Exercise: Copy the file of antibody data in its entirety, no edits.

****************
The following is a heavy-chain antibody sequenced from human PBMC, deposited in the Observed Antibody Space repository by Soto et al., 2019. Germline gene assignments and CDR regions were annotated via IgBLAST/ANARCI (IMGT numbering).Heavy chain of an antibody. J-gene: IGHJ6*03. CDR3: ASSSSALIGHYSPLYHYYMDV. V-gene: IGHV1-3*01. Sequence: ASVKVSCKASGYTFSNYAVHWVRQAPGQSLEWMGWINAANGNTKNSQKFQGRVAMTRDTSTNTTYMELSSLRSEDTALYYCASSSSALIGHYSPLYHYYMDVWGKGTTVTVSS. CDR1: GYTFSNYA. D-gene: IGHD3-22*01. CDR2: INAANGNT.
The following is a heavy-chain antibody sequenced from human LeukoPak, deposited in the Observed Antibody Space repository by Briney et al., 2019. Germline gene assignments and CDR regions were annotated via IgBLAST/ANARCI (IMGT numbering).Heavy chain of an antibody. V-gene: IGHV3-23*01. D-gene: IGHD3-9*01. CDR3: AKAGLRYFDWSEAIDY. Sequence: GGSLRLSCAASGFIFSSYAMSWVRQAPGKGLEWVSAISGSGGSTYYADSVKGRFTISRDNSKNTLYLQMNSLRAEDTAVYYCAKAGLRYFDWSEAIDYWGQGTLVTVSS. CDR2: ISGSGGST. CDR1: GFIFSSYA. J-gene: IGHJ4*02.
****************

The following is a heavy-chain antibody sequenced from human PBMC, deposited in the Observed Antibody Space repository by Soto et al., 2019. Germline gene assignments and CDR regions were annotated via IgBLAST/ANARCI (IMGT numbering).Heavy chain of an antibody. J-gene: IGHJ6*03. CDR3: ASSSSALIGHYSPLYHYYMDV. V-gene: IGHV1-3*01. Sequence: ASVKVSCKASGYTFSNYAVHWVRQAPGQSLEWMGWINAANGNTKNSQKFQGRVAMTRDTSTNTTYMELSSLRSEDTALYYCASSSSALIGHYSPLYHYYMDVWGKGTTVTVSS. CDR1: GYTFSNYA. D-gene: IGHD3-22*01. CDR2: INAANGNT.
The following is a heavy-chain antibody sequenced from human LeukoPak, deposited in the Observed Antibody Space repository by Briney et al., 2019. Germline gene assignments and CDR regions were annotated via IgBLAST/ANARCI (IMGT numbering).Heavy chain of an antibody. V-gene: IGHV3-23*01. D-gene: IGHD3-9*01. CDR3: AKAGLRYFDWSEAIDY. Sequence: GGSLRLSCAASGFIFSSYAMSWVRQAPGKGLEWVSAISGSGGSTYYADSVKGRFTISRDNSKNTLYLQMNSLRAEDTAVYYCAKAGLRYFDWSEAIDYWGQGTLVTVSS. CDR2: ISGSGGST. CDR1: GFIFSSYA. J-gene: IGHJ4*02.